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The One Ring Forums: Tolkien Topics: Movie Discussion: The Hobbit:
The Jackson Quibble: Is the new Hobbit flick harming the greater good?
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Feb 1 2013, 12:59pm

Post #1 of 48 (3119 views)
The Jackson Quibble: Is the new Hobbit flick harming the greater good? Can't Post

An article posted on this site - http://tolkienlibrary.com/press/1081-The-Jackson-Quibble.php?551&utm_source=Tolkien+Library&utm_medium=email&utm_campaign=3ed0d87f6a-RSS_EMAIL_CAMPAIGN_RSS

The article was written by the New York Film Academy Faculty apparently and i thought it was interesting and people here might like a read.

It is not a bashing of PJ as such - they have good things to say about LOTR and its effects on people reading the novels.

I just wondered if people agree with firstly the comments on the film - AUJ - in relation to how it will impact on the books and also people's love for Tolkien in general.

Also do you think the suggestion of a dedicated Tolkien museum in Oxford created from the proceeds of the film would be a good way to spend the money and help people learn about the 'real' Middle-earth?

(If someone can link the article that would be awesome, thanks).


Feb 1 2013, 1:34pm

Post #2 of 48 (1747 views)
Good and bad [In reply to] Can't Post

The films have and will continue to introduce people to Middle-Earth. If they enjoy them, then some will want more and start reading the books, where they will get the true story. That alone makes the movies worth having.

I get why the movies changed so much from the books, movies almost have to be nonstop exciting with cliche after cliche. That's what the people want and that's what they're paying for. I can also understand why the Tolkien estate is disgusted by the films; they have the same title and same characters, but it's not the same feel at all. However, you have to agree that the end justifies the means.

Grey Havens

Feb 1 2013, 1:41pm

Post #3 of 48 (1709 views)
Anecdotal evidence [In reply to] Can't Post

The anecdotal evidence in my own life is contrary to the claims in the article (which are not, I note, supported by any evidence). I saw the movie with two people who had not read the book. Of those two, one is now reading it. The other is fascinated to learn additional details of Tolkien's imagined world, like where did Orcs come from? What are Wizards, in this world? (I think he may take a stab at the book too, later; he has been reading his way through Harry Potter for the past month or more and still has 2 books to go.)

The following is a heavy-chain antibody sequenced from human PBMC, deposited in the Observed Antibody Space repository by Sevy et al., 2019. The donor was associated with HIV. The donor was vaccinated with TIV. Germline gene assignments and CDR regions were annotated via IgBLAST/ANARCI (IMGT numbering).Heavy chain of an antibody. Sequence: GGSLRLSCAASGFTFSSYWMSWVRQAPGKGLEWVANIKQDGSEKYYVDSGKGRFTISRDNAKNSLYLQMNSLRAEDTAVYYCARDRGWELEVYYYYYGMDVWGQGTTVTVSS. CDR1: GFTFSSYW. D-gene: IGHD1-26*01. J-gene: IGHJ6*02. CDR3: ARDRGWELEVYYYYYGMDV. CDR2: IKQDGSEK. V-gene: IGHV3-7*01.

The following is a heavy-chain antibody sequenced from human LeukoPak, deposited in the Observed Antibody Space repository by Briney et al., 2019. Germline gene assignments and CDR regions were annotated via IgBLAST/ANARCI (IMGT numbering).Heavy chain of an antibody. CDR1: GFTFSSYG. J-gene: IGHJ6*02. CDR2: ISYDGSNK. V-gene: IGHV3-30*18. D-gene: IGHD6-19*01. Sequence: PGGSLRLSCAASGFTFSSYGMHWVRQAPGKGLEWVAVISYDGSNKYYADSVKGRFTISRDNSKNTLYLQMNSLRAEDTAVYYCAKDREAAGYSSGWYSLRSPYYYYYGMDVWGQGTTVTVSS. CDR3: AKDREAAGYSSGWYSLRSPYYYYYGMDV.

I have no idea how accurate the claims the author makes about the death of reading (in favor of electronic media) might be in actuality. But accurate or not (and I suspect they may be exaggerated, I can recall this same lamenting over TV vs books in by own childhood, that is, in the 1970s...!) I don't see the tie to Jackson's movies specifically.


Feb 1 2013, 1:46pm

Post #4 of 48 (1677 views)
Here's a link, Imin. [In reply to] Can't Post


I don't like the article because it is full of sweeping statements about how "everyone" hates the film etc. He also gets his facts wrong when he says that Christopher Tolkien reckoned PJ "eviscerated" TH - that was a reference to LotR. The posters underneath are having a decent conversation.


Feb 1 2013, 1:48pm

Post #5 of 48 (1647 views)
What do you think about the idea [In reply to] Can't Post

Of using the proceeds of the film to create a museum?

Where are they talking about the death of reading? I couldnt find that in the article. If anything the author is saying its a good thing there are other types of media as it gets them back to the books.


Feb 1 2013, 1:50pm

Post #6 of 48 (1634 views)
Thanks [In reply to] Can't Post

And yeah that was from CT interview in Le Monde which was in reference to LOTR not TH, made me roll my eyes, lol.

Personally i would love it if they made a Tolkien museum in Oxford though :P


Feb 1 2013, 1:57pm

Post #7 of 48 (1629 views)
Speaking of Oxford.... [In reply to] Can't Post

my daughter, who lives there, has just sent me this information about a 3-day series of Tolkien lectures and tours being held there in March.


Those who have access to Oxford might be interested.


Feb 1 2013, 1:59pm

Post #8 of 48 (1659 views)
I saw that.... [In reply to] Can't Post